Instead, we need a massive jobs program that could put millions back to work in high-quality union jobs building affordable, sustainable housing and retrofitting homes to withstand extreme weather funded by taxing the rich.
No Time to Wait
The Republican Party and Donald Trump are obvious threats to the environment, but the criminal negligence of the Democratic Party that controls California, Oregon, and Washington is life-threatening too. With one hand, California Governor Gavin Newsom mandates cars be fossil-fuel free by 2035. With the other, he has approved 36 new fracking permits since COVID-19 began. In July, he cut pay for firefighters by 7.5%. In May, budget cuts from his emergency pandemic budget meant CalFire added just 167 firefighters to its ranks, instead of the 500 they requested, which is itself far short of what they need.
Newsom also opposes raising taxes on the wealthiest in the state – so where, then, is the money for wildfire response supposed to come from?
Joe Biden has a far-reaching climate plan compared to those of Democrats past, but it still falls wildly short of what is necessary, and he still doesn’t support a Green New Deal. To win even his modest measures, Biden and the Democrats would need to directly take on the fossil fuel industry, developers, and major polluting industries, which they continually refuse to do.
Just 100 fossil fuel producers are responsible for 70% of emissions from the last two decades – is it any wonder they promote individual lifestyle change as a solution? The billionaires that have run our planet into the ground have known about climate change for decades, and they know it’s getting worse. As long as our society is run on the basis of profit, we will have to battle moneyed interests every single step of the way to win the most modest changes. And as long as our two political parties are both beholden to these corporate interests, we’ll have to fight them too.
We don’t have time to let them slow us down anymore: to avoid full-scale climate meltdown, we have to completely do away with the system of capitalism. Private utilities and fossil fuel companies should be taken into democratic public ownership. We need to build on the youth climate movement that has brought millions into the street to fight for our futures. To win, we will need a mass, revolutionary movement of the working class, the class that can bring society to a grinding halt and build it up from the ground again, on a sustainable basis.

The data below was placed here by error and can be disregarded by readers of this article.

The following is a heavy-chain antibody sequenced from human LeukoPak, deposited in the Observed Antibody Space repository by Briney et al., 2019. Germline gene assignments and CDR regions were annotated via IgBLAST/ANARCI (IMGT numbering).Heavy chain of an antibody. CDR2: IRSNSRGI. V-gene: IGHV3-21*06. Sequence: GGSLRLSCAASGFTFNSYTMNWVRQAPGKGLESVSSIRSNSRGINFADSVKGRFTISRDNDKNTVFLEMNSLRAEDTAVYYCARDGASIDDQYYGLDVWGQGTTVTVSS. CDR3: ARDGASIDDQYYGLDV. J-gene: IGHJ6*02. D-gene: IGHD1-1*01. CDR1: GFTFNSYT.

- Tax the billionaires and big business to fully fund firefighting, forest management services, and a Green New Deal! We can put millions back to work in high-quality, union jobs preparing us for extreme weather, retrofitting homes to withstand the worst of it, and building new, affordable, sustainable housing.
- Develop controlled burning practices as part of forest management, consulting indigenous communities who have used this practice for centuries.
- Workers should have the right to refuse non-essential work in areas with poor air quality!
- Bring private utilities and major fossil fuel companies into democratic, public ownership. They should be immediately retooled for renewable energy sources.
- A new political party that rejects fossil fuel money, and builds movements to fight for a Green New Deal and dramatic climate action NOW!
- System change not climate change: the system of capitalism will continue exploiting the planet in the interest of profit. It also relies on the exploitation of the working class and particularly oppressed groups, who disproportionately suffer from the effects of climate change. To save our planet, and to rid our society of racism, sexism, homophobia, and all forms of oppression, we have to fight for the socialist transformation of society, and rebuild on an equitable, sustainable basis for all!